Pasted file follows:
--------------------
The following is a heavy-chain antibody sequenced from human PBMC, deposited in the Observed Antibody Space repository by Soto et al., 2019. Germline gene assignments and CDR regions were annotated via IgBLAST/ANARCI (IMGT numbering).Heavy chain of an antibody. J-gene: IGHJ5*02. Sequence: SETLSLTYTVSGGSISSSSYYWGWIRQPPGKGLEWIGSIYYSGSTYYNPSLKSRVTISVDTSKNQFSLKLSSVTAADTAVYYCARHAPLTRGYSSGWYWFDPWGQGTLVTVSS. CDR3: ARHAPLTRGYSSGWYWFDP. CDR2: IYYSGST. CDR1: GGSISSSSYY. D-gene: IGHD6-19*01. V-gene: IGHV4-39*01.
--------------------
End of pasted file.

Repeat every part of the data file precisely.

The following is a heavy-chain antibody sequenced from human PBMC, deposited in the Observed Antibody Space repository by Soto et al., 2019. Germline gene assignments and CDR regions were annotated via IgBLAST/ANARCI (IMGT numbering).Heavy chain of an antibody. J-gene: IGHJ5*02. Sequence: SETLSLTYTVSGGSISSSSYYWGWIRQPPGKGLEWIGSIYYSGSTYYNPSLKSRVTISVDTSKNQFSLKLSSVTAADTAVYYCARHAPLTRGYSSGWYWFDPWGQGTLVTVSS. CDR3: ARHAPLTRGYSSGWYWFDP. CDR2: IYYSGST. CDR1: GGSISSSSYY. D-gene: IGHD6-19*01. V-gene: IGHV4-39*01.